“This is a provision for affirmative action. For thousands of years, these classes were subjugated. They could not walk on the streets with the upper castes.The State has to protect them. As per me, they should be given the same number of posts in promotion as they are entitled to in matters of appointment, depending on population of the states”, submitted the Attorney General of India.
A Supreme Court five judge bench on Friday commenced hearing on the question of reconsideration of the court’s 2006 judgment in M. Nagaraj, in view of a challenge to the interpretation of Articles 16(4), 16(4A) and 16(4B) of the Constitution.
In the 2006 judgment, the Apex Court had held that it is not mandatory for the State to make reservations for SC/ST in matter of promotions. However, if the State did wish to exercise its discretion, it is supposed to gather quantifiable data showing backwardness of the class and inadequacy of representation of that class in public employment, in addition to compliance with Article 335.
The correctness of interpretation given by Nagaraj decision that State should gather quantifiable data showing backwardness of the class and their inadequacy in representation to provide reservation for them in promotion was doubted, and was referred to Constitution Bench for reconsideration during November 2017. According, a Constitution Bench consisting of Chief Justice Dipak Misra, Justice Kurian Joseph, Justice R F Nariman, Justice S K Kaul and Justice Indu Malhotra was constituted to decide this issue.
Opening the debate, Attorney General K. K. Venugopal objected to the requirement of proving backwardness especially for the SC and ST. It was his submission that the criterion of backwardness of SC and ST categories was already satisfied by notification under Articles 341 and 342.
He indicated how the constitution bench in E. V. Chinnaiah (2004) had set aside the apportionment made by the state of Andhra Pradesh of the 15% reservation for the SC in the educational institutions and in the services of the state amongst 4 groups depending on the extent of backwardness.
“The court in M. Nagaraj says that Article 16(4A) is an enabling provision not a compelling provision. Why do you say the judgment is incorrect?”, inquired Chief Justice Dipak Misra.
“Indira Sawhney (1992) said that the reservations in matters of promotion already provided shall continue to operate for a period of 5 years and that was taken away by the introduction of Article 16(4A). M. Nagaraj says that Articles 341 and 342 apply in respect of the initial entry while further progress is subject to imperatives”, continued the Chief Justice.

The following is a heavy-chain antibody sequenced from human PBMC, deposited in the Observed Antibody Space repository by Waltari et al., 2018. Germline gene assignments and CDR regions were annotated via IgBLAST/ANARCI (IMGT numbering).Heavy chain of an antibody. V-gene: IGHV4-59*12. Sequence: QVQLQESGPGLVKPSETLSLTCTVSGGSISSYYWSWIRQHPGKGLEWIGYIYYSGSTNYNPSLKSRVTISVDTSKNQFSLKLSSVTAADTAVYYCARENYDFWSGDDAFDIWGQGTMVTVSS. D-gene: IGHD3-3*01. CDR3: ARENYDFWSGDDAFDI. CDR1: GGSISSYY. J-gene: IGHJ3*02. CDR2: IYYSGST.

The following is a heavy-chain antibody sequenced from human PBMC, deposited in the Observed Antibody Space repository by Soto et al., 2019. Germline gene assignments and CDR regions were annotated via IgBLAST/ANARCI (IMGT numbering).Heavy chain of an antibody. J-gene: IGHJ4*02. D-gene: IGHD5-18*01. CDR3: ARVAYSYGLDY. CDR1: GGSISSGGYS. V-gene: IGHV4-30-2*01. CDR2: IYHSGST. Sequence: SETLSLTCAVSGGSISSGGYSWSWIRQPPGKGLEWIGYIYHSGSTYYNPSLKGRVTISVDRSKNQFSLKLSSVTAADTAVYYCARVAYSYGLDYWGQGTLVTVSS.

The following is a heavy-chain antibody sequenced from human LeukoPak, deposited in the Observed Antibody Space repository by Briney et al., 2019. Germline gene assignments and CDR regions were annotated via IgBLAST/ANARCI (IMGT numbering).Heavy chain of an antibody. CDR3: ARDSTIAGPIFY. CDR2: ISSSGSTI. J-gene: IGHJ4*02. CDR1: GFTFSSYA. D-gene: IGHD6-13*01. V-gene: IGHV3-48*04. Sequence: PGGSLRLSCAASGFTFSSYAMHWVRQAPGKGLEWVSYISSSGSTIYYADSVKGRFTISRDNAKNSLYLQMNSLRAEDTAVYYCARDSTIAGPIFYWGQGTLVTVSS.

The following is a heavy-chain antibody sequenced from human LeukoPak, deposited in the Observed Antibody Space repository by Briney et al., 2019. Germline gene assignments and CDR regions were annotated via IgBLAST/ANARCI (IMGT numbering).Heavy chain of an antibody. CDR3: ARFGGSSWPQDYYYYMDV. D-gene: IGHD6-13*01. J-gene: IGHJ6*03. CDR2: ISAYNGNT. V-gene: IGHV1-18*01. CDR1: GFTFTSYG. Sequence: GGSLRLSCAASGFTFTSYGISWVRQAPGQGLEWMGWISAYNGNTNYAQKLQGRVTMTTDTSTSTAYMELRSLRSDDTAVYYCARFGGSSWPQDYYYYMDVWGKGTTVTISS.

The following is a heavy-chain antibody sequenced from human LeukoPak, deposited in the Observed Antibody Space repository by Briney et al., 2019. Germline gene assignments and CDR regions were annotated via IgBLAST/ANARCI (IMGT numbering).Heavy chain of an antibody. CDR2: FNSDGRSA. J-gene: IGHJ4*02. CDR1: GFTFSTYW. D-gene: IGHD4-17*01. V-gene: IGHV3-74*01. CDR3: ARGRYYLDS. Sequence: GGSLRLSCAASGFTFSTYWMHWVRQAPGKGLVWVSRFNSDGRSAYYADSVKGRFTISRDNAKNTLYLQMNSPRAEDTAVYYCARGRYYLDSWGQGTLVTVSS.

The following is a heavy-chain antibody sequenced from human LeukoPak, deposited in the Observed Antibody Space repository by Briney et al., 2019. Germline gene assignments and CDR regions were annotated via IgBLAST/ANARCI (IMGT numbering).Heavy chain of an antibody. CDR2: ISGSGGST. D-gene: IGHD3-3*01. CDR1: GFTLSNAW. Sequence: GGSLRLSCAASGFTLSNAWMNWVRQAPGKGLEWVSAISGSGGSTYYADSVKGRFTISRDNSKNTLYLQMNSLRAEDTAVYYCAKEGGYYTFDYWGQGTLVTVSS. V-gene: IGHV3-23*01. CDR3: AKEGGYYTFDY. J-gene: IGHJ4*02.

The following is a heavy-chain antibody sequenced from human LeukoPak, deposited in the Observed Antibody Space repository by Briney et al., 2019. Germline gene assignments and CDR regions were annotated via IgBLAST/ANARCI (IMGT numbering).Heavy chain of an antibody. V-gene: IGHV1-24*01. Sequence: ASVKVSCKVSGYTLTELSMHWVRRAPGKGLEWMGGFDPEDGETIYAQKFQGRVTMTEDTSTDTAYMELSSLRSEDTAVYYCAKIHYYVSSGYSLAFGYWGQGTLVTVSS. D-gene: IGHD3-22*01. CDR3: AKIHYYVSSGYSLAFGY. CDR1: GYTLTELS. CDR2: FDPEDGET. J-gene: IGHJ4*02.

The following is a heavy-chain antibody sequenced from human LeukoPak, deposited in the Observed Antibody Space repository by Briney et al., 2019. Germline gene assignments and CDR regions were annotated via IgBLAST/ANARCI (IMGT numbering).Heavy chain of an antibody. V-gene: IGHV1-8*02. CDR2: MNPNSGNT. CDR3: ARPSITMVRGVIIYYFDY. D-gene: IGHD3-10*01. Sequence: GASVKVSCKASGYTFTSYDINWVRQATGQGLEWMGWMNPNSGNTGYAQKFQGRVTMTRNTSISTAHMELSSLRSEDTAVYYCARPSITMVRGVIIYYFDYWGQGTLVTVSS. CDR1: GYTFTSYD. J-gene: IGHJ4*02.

Referring to the phrase “in the opinion of the State, are not adequately represented in the services under the State” in Article 16(4A), Justice Rohinton Nariman opined that the same speaks of quantifiable data.
“Once the President has so decided under Articles 341 and 342, the class will be assumed to be backward.The benefit of Article 16(4A) is on the SC and ST and now they cannot be classified into backward or not backward.’backwardness’ has been added by court as an additional condition.”, responded the AG.
He cited the 1976 seven-judge bench decision in State of Kerala v. N. M. Thomas where the classification of employees belonging to Scheduled Castes and Scheduled Tribes for allowing them an extended period of two years for passing the special tests for promotion is reasonable. The AG submitted that the said ruling had not been referred in M. Nagaraj.
“What you are saying is that the need to compile quantifiable data should connect only to inadequacy of representation and not backwardness? You are saying that showing backwardness of a class is wholly unnecessary?”, clarified Justice Nariman.
“The test or requirement of social and educational backwardness cannot be applied to Scheduled Castes and Scheduled Tribes, who indubitably fall within the expression ‘backward class of citizens’”, quoted the AG from the nine-judge bench verdict in Indira Sawhney. He stated that affirmative action will be illusory if promotions are denied to SC & ST categories.